SEEN OFF WEST SEATTLE: USCGC Polar Star, with unusual mission soon

Thanks to Monica Cavagnaro for the photo. That’s the icebreaker USCGC Polar Star (WAGB 10), in Elliott Bay today. It’s based in Seattle so it’s not an unusual sighting, but soon it will be off on an unusual deployment – headed to the Arctic, the first Polar-class icebreaker to go there in 26 years, reports The Coast Guard‘s announcement says the 399-foot Polar Star will head to the Arctic this winter “to help protect the nation’s maritime sovereignty and security in the region.” It usually goes to the Antarctic, but that’s not happening this year, as explained by the announcement:

Typically, the Polar Star travels to Antarctica each year in support of Operation Deep Freeze, the annual military mission to resupply the United States’ Antarctic stations, in support of the National Science Foundation.

This year’s maritime resupply at McMurdo Station was cancelled due to COVID safety precautions, and a limited resupply will be conducted via aircraft. However, Operation Deep Freeze is an enduring mission that requires a heavy icebreaker for a full resupply, and the Coast Guard anticipates resuming this critical deployment next year.

The 44-year-old Polar Star is currently the U.S.’s only heavy icebreaker. A new one is in design and due for completion in 2024.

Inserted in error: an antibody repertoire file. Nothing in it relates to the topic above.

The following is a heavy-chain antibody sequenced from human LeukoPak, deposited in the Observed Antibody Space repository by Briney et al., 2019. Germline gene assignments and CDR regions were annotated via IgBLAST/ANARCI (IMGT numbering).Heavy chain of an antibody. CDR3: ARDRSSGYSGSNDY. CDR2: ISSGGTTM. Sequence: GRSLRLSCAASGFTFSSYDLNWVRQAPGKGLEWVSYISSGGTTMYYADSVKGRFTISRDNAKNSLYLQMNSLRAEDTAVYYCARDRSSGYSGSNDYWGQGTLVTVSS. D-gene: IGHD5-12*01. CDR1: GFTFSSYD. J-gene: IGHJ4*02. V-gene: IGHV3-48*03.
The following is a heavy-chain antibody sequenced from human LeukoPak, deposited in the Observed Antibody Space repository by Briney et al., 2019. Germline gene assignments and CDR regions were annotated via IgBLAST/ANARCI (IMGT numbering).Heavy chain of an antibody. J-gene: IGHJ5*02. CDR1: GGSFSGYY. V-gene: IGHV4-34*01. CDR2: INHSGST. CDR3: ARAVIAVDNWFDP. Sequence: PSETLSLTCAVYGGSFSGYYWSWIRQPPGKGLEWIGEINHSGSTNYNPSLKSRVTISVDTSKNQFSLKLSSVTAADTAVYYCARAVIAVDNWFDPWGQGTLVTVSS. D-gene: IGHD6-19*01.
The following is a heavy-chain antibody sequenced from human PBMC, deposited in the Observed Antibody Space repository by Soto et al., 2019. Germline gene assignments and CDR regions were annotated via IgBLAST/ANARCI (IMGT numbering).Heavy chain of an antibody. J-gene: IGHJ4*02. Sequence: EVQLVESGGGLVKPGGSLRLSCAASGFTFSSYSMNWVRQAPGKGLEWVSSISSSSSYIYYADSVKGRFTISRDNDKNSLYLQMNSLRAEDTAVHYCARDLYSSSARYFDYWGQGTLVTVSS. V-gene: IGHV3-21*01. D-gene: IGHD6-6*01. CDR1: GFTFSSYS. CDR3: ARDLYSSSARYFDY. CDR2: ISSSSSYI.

2 Replies to "SEEN OFF WEST SEATTLE: USCGC Polar Star, with unusual mission soon"

  • T November 1, 2020 (6:46 am)

    This article referenced for this story is not correct. I have been involved with USCG icebreaker Healy and Polar Star missions to the Arctic recently. Here is just one recent example. 

  • Mark47n November 3, 2020 (5:02 am)

    This could cause other issues for the other Antarctic stations, in particular the polar station , Amundsen-Scott Station at the geographic South Pole, since this the channel through the ice also brings in the ship that brings fuel and fuel for this station is brought in by pumping the fuel out of the LC-130’s wing tanks. This may cause the station to operate on a skeleton crew and cause certain other parts of the station to be closed until next November. This was an issue what I was at the polar station 18 years ago when the Healy damaged is prop shaft and the fuel ship could only get 5 miles away requiring 5 miles of fuel hose to be spooled out across the ice for fuel unload. Skeleton crews were discussed as well as what would be needed to winterize other buildings, etc. Fortunately, Austral winter doesn’t begin until March so they have a few months to maybe figure something out but McMurdo is the primary logistics hub for the continent so this has some pretty serious ramifications for other nations programs.

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